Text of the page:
Helwani also asked MJF about Cody Rhodes signing with WWE.

“The American rollercoaster did what he had to do. He’s a businessman, just like MJF.”

“I do not blame Cody Rhodes for his decision, Cody Rhodes did what’s best for Cody Rhodes and MJF always does what’s best to MJF, so kudos for him.”

MJF was then asked what he thought of Rhodes wrestling with a torn pec at Hell in a Cell.

“Incredibly brave, incredibly brave,” he responded. Helwani then asked MJF if he would have done the same thing. “Absolutely not,” MJF responded.

“Here’s what would happen, I would ask for my money, I’d go in the ring, and then lay down on my back. Technically I competed,” he continued.

MJF offered “no comment” regarding the melee backstage at All Out.

“I cannot comment on the press conference. All I can say is this, I don’t deal in rumor and innuendo.”

When Helwani asked why MJF couldn’t comment on the press conference, MJF simply responded that he didn’t want to.

“There was a lot of things said. It doesn’t apply to me, it doesn’t concern me and again, I’ll tell you why, and I’m going to use numbers cause numbers don’t lie. Numbers are facts and facts don’t care about your feelings. When MJF goes out there, I pop a huge number. We just killed it in the ratings, second week in a row. Again, if people leave, come, go, stay, people are going to step up to the plate. We got massive stars in our company so I am not concerned in the least. I’m not going to comment on what was said because it doesn’t apply to me but what I will say is, our company, again numbers don’t lie, our company is great right now.”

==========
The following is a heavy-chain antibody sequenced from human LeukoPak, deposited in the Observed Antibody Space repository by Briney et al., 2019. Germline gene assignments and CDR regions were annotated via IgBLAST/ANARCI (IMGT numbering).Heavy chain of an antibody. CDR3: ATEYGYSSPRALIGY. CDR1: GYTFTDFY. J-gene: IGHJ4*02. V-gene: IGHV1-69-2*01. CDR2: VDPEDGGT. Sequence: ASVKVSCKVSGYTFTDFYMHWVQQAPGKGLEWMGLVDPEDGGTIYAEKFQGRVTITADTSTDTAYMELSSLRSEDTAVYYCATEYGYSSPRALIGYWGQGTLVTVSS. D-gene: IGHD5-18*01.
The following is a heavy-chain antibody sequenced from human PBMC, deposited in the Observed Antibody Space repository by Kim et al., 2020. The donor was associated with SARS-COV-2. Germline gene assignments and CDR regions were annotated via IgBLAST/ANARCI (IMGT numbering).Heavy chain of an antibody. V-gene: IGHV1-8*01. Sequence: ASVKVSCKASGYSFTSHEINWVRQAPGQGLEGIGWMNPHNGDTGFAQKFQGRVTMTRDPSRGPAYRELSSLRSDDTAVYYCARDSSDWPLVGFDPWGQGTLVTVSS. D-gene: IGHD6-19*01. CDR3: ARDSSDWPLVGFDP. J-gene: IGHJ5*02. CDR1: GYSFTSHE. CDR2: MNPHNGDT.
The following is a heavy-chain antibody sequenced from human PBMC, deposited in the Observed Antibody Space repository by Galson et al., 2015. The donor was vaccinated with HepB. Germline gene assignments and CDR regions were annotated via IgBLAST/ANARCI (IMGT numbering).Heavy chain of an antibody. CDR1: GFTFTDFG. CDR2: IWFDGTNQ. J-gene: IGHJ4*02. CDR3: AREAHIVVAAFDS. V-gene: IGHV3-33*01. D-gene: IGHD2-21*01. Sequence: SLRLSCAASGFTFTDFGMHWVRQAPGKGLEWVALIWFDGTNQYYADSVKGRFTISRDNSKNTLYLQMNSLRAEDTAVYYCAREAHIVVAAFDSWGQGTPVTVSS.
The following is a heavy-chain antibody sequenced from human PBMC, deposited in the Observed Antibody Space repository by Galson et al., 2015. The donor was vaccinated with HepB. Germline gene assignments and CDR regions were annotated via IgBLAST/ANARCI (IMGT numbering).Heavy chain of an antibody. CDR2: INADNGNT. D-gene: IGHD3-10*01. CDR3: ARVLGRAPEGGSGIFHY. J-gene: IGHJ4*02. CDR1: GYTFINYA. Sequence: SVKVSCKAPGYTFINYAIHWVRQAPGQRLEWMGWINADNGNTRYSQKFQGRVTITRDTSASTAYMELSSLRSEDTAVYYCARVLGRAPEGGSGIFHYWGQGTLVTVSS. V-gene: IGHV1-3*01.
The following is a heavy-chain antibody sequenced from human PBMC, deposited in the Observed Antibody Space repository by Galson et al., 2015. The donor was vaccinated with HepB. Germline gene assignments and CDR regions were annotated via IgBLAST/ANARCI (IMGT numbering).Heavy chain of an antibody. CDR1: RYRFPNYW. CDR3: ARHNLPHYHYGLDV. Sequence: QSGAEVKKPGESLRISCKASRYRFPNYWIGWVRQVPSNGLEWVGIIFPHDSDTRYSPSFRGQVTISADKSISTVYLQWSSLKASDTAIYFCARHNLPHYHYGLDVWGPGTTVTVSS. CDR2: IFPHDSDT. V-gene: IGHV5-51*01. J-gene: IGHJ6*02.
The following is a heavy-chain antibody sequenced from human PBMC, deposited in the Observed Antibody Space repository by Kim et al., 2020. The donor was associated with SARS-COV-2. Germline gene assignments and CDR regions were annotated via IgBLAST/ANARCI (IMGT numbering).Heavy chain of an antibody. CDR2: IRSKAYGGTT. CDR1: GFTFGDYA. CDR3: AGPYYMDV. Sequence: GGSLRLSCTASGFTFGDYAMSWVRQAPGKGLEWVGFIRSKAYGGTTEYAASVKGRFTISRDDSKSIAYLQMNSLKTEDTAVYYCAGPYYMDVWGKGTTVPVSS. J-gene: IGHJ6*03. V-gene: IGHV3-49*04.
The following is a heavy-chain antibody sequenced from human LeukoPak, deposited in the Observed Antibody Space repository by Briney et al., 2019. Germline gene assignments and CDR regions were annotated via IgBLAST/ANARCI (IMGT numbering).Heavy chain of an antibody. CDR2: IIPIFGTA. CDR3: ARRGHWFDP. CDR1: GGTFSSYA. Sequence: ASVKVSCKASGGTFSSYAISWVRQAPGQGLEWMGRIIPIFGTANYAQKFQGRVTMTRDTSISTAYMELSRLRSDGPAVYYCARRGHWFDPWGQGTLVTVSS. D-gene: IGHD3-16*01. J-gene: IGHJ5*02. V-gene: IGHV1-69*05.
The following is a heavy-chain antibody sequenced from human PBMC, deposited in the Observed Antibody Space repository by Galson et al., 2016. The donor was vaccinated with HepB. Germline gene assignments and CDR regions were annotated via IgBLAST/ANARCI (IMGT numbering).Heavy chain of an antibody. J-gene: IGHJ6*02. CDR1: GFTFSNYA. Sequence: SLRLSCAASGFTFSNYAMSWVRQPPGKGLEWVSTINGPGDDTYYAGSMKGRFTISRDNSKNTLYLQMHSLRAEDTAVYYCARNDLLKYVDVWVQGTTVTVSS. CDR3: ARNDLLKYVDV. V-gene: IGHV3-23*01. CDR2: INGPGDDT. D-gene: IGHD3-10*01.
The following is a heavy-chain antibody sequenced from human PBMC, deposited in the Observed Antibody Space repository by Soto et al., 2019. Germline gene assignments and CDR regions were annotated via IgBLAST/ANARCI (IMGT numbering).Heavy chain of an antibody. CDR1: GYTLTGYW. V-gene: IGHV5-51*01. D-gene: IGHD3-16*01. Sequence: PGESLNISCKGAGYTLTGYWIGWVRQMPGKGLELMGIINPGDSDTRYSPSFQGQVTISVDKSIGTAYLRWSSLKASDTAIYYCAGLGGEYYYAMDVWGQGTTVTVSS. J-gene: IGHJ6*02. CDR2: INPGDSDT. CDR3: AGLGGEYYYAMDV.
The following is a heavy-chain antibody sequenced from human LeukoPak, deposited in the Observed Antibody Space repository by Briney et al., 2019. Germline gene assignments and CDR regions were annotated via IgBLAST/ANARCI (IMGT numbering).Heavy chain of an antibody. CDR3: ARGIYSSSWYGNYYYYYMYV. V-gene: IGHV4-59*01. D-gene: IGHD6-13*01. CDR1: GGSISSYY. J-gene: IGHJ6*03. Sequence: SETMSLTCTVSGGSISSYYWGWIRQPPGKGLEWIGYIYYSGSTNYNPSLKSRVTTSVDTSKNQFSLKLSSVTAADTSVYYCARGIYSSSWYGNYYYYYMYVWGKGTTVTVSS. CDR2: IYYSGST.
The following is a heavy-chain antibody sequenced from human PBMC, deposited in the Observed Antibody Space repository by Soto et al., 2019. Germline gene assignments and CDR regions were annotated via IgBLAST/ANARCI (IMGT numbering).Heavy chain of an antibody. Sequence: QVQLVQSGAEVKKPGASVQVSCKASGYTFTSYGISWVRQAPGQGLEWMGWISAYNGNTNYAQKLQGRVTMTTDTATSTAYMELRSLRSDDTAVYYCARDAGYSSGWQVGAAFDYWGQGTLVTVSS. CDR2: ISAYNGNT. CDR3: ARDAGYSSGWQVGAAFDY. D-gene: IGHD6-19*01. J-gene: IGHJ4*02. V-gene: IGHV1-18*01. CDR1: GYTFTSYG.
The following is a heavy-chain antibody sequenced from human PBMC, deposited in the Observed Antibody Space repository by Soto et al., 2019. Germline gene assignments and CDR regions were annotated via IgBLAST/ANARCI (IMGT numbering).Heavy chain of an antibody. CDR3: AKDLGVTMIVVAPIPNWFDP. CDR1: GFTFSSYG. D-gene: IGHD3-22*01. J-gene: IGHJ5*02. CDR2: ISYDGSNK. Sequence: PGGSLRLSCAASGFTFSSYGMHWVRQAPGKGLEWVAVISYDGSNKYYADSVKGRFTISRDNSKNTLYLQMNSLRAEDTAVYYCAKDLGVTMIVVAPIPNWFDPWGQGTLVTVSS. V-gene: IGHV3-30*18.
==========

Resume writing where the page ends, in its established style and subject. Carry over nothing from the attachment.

When asked if he felt that the altercation at All Out took away from his return to the company, MJF responded that he does not believe it did.

“Did you hear the reaction the following Dynamite? Did it sound like it took anything away from MJF?”

“When I watch the lock room and I watch the boys and I see how they react to certain situations, it’s a team atmosphere. Everybody wants these three letters to be successful. The only three letters I care about are MJF, but everybody in AEW cares about AEW letters and I think it’s palpable when you watch our show. I think you can feel it, you can feel that when people go out there they are giving it 110% because they want to not just raise themselves up but raise this brand new baby, because we’re a baby, it’s a three year old company. They want to raise this baby up like in the fricking Lion King on top of the rock.”

“I read stuff online , I chuckle. It’s ridiculous. Everybody wants this place to be successful. MJF wants MJF to be successful but the locker room wants AEW to be successful. It’s a team atmosphere.”

MJF would offer no comment when asked if he felt AEW needed CM Punk. He would continue to say his feud with Punk was one of the greatest in history, however.

“What I will say is, me and CM Punk had the greatest feud in the history of the company and I do honestly think it will go down as one of the greatest feuds of all time.”